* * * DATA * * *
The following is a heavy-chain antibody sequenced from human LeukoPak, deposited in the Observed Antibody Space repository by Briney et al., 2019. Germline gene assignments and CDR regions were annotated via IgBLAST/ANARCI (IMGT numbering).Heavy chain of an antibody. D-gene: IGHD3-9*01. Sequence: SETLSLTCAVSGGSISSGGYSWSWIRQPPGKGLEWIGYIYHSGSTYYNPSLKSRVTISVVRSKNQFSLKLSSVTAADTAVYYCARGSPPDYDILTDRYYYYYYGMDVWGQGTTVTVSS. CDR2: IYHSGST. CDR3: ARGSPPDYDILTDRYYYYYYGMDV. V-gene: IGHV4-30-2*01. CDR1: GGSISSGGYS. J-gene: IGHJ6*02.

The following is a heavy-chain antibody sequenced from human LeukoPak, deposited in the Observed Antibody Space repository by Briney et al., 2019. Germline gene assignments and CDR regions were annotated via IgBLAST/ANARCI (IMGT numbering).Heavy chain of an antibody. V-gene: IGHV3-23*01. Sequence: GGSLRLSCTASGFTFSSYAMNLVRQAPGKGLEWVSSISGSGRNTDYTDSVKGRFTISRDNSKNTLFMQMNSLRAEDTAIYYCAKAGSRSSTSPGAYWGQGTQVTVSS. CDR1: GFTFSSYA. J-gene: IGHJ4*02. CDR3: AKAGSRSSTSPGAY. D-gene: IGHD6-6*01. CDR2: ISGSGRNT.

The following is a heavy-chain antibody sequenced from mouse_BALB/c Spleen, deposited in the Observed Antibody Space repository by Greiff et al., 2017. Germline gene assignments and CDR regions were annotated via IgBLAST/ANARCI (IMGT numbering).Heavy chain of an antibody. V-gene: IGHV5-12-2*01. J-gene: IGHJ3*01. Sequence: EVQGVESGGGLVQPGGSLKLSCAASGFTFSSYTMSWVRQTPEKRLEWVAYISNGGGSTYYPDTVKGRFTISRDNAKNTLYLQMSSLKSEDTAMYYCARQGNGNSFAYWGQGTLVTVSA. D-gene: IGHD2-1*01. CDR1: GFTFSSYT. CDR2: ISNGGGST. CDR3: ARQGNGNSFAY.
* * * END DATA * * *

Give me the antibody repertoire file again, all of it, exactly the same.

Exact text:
The following is a heavy-chain antibody sequenced from human LeukoPak, deposited in the Observed Antibody Space repository by Briney et al., 2019. Germline gene assignments and CDR regions were annotated via IgBLAST/ANARCI (IMGT numbering).Heavy chain of an antibody. D-gene: IGHD3-9*01. Sequence: SETLSLTCAVSGGSISSGGYSWSWIRQPPGKGLEWIGYIYHSGSTYYNPSLKSRVTISVVRSKNQFSLKLSSVTAADTAVYYCARGSPPDYDILTDRYYYYYYGMDVWGQGTTVTVSS. CDR2: IYHSGST. CDR3: ARGSPPDYDILTDRYYYYYYGMDV. V-gene: IGHV4-30-2*01. CDR1: GGSISSGGYS. J-gene: IGHJ6*02.

The following is a heavy-chain antibody sequenced from human LeukoPak, deposited in the Observed Antibody Space repository by Briney et al., 2019. Germline gene assignments and CDR regions were annotated via IgBLAST/ANARCI (IMGT numbering).Heavy chain of an antibody. V-gene: IGHV3-23*01. Sequence: GGSLRLSCTASGFTFSSYAMNLVRQAPGKGLEWVSSISGSGRNTDYTDSVKGRFTISRDNSKNTLFMQMNSLRAEDTAIYYCAKAGSRSSTSPGAYWGQGTQVTVSS. CDR1: GFTFSSYA. J-gene: IGHJ4*02. CDR3: AKAGSRSSTSPGAY. D-gene: IGHD6-6*01. CDR2: ISGSGRNT.

The following is a heavy-chain antibody sequenced from mouse_BALB/c Spleen, deposited in the Observed Antibody Space repository by Greiff et al., 2017. Germline gene assignments and CDR regions were annotated via IgBLAST/ANARCI (IMGT numbering).Heavy chain of an antibody. V-gene: IGHV5-12-2*01. J-gene: IGHJ3*01. Sequence: EVQGVESGGGLVQPGGSLKLSCAASGFTFSSYTMSWVRQTPEKRLEWVAYISNGGGSTYYPDTVKGRFTISRDNAKNTLYLQMSSLKSEDTAMYYCARQGNGNSFAYWGQGTLVTVSA. D-gene: IGHD2-1*01. CDR1: GFTFSSYT. CDR2: ISNGGGST. CDR3: ARQGNGNSFAY.